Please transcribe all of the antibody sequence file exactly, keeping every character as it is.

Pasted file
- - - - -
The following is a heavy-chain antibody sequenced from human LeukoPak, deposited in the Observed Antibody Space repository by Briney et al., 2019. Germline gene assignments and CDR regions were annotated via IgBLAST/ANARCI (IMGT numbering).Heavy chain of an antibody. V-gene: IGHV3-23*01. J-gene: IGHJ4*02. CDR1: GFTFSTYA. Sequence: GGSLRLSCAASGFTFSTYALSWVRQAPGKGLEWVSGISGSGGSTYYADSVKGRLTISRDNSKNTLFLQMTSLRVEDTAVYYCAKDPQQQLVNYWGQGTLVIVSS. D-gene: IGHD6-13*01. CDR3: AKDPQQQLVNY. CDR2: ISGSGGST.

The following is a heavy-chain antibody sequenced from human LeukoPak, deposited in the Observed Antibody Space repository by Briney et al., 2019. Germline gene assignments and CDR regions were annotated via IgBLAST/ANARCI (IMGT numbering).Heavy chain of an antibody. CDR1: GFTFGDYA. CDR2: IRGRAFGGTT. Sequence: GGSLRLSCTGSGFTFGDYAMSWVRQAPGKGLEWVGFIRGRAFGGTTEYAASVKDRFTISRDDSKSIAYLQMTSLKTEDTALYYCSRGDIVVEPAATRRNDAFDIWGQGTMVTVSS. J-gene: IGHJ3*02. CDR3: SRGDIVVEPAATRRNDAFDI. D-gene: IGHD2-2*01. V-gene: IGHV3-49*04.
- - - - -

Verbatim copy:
The following is a heavy-chain antibody sequenced from human LeukoPak, deposited in the Observed Antibody Space repository by Briney et al., 2019. Germline gene assignments and CDR regions were annotated via IgBLAST/ANARCI (IMGT numbering).Heavy chain of an antibody. V-gene: IGHV3-23*01. J-gene: IGHJ4*02. CDR1: GFTFSTYA. Sequence: GGSLRLSCAASGFTFSTYALSWVRQAPGKGLEWVSGISGSGGSTYYADSVKGRLTISRDNSKNTLFLQMTSLRVEDTAVYYCAKDPQQQLVNYWGQGTLVIVSS. D-gene: IGHD6-13*01. CDR3: AKDPQQQLVNY. CDR2: ISGSGGST.

The following is a heavy-chain antibody sequenced from human LeukoPak, deposited in the Observed Antibody Space repository by Briney et al., 2019. Germline gene assignments and CDR regions were annotated via IgBLAST/ANARCI (IMGT numbering).Heavy chain of an antibody. CDR1: GFTFGDYA. CDR2: IRGRAFGGTT. Sequence: GGSLRLSCTGSGFTFGDYAMSWVRQAPGKGLEWVGFIRGRAFGGTTEYAASVKDRFTISRDDSKSIAYLQMTSLKTEDTALYYCSRGDIVVEPAATRRNDAFDIWGQGTMVTVSS. J-gene: IGHJ3*02. CDR3: SRGDIVVEPAATRRNDAFDI. D-gene: IGHD2-2*01. V-gene: IGHV3-49*04.